Sweden on brink of finally joining NATO as Erdogan signs accession protocol
Sweden has moved closer to finally joining NATO after a major hurdle was removed today (October 23).
Turkish President Recep Tayyip Erdoğan has previously been reluctant to approve Sweden’s bid to join NATO.
But today, he signed a bill for the Nordic country’s admission into NATO and sent it to the Turkish parliament for approval, Erdogan said today.
Erdogan had been accusing Stockholm of being too soft on Kurdish militants and other groups he considered security threats.
Turkey also was angered by a series of Quran-burning protests in Sweden.
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All 31 NATO allies must endorse Sweden’s membership. Turkey and Hungary are the only two allies that have yet to ratify it.
The presidential office of Turkey said Erdogan had signed the protocol on Sweden’s accession and submitted it to the Turkish Grand National Assembly.
Swedish Prime Minister Ulf Kristersson wrote on X: “Glad to hear that Turkish President Erdoğan has now handed over the ratification documents to the Turkish Parliament.
“Now it remains for Parliament to deal with the issue. We look forward to becoming a member of NATO.”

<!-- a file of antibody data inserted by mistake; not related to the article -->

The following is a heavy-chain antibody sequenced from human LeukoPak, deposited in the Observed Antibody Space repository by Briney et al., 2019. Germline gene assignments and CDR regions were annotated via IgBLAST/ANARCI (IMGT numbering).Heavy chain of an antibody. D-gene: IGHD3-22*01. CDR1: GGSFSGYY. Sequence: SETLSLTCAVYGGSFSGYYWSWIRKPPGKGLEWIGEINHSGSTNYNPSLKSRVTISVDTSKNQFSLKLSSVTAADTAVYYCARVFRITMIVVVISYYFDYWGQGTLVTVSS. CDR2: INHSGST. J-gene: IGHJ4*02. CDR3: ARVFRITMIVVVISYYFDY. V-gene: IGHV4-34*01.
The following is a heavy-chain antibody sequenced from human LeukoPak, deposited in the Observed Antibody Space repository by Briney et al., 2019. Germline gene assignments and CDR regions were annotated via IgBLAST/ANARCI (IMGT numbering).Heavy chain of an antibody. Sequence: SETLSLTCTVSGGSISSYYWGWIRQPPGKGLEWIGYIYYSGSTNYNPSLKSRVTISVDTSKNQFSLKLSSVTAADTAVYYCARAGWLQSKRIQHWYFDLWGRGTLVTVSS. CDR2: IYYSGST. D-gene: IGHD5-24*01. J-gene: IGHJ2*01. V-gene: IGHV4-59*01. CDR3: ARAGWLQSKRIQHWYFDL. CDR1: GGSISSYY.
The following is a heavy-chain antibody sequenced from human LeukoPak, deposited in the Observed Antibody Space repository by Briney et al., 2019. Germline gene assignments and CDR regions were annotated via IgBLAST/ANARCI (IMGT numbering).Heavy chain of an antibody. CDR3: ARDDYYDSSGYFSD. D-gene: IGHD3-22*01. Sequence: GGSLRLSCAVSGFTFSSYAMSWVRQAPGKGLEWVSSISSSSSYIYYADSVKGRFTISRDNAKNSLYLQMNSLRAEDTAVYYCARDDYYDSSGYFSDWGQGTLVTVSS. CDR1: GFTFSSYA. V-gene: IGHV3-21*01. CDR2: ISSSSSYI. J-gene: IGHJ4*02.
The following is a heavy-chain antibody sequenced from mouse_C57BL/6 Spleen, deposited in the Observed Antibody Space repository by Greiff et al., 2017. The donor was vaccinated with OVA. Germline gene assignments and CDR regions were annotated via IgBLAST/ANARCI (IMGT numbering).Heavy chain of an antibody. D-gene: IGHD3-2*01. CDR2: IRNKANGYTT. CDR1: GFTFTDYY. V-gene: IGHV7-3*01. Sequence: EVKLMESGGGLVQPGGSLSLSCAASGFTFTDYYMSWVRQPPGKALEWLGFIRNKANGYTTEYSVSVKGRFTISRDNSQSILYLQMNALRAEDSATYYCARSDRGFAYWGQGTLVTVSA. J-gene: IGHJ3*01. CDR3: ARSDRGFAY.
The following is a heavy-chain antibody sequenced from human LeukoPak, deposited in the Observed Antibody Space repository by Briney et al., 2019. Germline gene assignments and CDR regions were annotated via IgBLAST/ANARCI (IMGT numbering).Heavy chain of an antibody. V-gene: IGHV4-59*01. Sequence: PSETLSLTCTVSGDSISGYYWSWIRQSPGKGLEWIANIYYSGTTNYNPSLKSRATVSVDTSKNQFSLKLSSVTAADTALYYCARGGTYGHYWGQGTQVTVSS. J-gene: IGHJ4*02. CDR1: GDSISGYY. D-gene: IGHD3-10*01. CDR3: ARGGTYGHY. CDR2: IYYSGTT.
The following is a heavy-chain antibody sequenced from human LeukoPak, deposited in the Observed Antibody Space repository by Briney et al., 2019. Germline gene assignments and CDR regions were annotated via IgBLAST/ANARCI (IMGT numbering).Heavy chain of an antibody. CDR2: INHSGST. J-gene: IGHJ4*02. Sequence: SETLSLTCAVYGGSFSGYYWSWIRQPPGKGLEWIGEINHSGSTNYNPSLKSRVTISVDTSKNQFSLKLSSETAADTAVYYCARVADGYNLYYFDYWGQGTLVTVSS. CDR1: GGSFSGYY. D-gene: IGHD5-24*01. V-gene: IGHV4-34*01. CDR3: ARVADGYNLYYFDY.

Sweden and its neighbour Finland abandoned decades of military nonalignment and sought protection under NATO’s security umbrella after President Vladimir Putin ordered Russian troops to invade Ukraine in February 2022.
Finland joined the military alliance in April after Turkey lifted its objections to its membership, saying Helsinki had taken steps to address Ankara’s security concerns.
Erdogan had dropped his opposition to Sweden’s membership at a NATO summit in Lithuania’s capital in July, but still delayed sending the protocol to parliament for ratification.
Turkey lifted its opposition after U.S. President Joe Biden’s administration signaled it would let Turkey buy 40 new F-16 fighter jets and modernization kits from the United States. Ankara also received assurances from Sweden that it would help revive Turkey’s own quest to join the European Union.
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